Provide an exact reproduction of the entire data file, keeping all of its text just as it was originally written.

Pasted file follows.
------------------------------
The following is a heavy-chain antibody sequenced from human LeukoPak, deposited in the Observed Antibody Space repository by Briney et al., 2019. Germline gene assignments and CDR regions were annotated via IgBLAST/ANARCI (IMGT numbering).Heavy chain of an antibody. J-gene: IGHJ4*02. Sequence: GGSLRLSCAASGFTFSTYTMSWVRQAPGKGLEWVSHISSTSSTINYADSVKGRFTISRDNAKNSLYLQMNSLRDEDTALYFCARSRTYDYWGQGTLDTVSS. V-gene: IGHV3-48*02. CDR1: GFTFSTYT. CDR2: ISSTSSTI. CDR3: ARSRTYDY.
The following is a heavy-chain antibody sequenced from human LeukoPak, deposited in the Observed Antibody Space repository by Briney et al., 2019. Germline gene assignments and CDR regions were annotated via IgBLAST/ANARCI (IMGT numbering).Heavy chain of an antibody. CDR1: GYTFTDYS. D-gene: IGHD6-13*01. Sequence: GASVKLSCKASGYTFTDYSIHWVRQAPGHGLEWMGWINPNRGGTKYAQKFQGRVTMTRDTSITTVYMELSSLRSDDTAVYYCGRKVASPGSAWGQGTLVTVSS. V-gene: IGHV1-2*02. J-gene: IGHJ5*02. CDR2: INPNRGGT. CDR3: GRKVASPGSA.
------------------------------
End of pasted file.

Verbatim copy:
The following is a heavy-chain antibody sequenced from human LeukoPak, deposited in the Observed Antibody Space repository by Briney et al., 2019. Germline gene assignments and CDR regions were annotated via IgBLAST/ANARCI (IMGT numbering).Heavy chain of an antibody. J-gene: IGHJ4*02. Sequence: GGSLRLSCAASGFTFSTYTMSWVRQAPGKGLEWVSHISSTSSTINYADSVKGRFTISRDNAKNSLYLQMNSLRDEDTALYFCARSRTYDYWGQGTLDTVSS. V-gene: IGHV3-48*02. CDR1: GFTFSTYT. CDR2: ISSTSSTI. CDR3: ARSRTYDY.
The following is a heavy-chain antibody sequenced from human LeukoPak, deposited in the Observed Antibody Space repository by Briney et al., 2019. Germline gene assignments and CDR regions were annotated via IgBLAST/ANARCI (IMGT numbering).Heavy chain of an antibody. CDR1: GYTFTDYS. D-gene: IGHD6-13*01. Sequence: GASVKLSCKASGYTFTDYSIHWVRQAPGHGLEWMGWINPNRGGTKYAQKFQGRVTMTRDTSITTVYMELSSLRSDDTAVYYCGRKVASPGSAWGQGTLVTVSS. V-gene: IGHV1-2*02. J-gene: IGHJ5*02. CDR2: INPNRGGT. CDR3: GRKVASPGSA.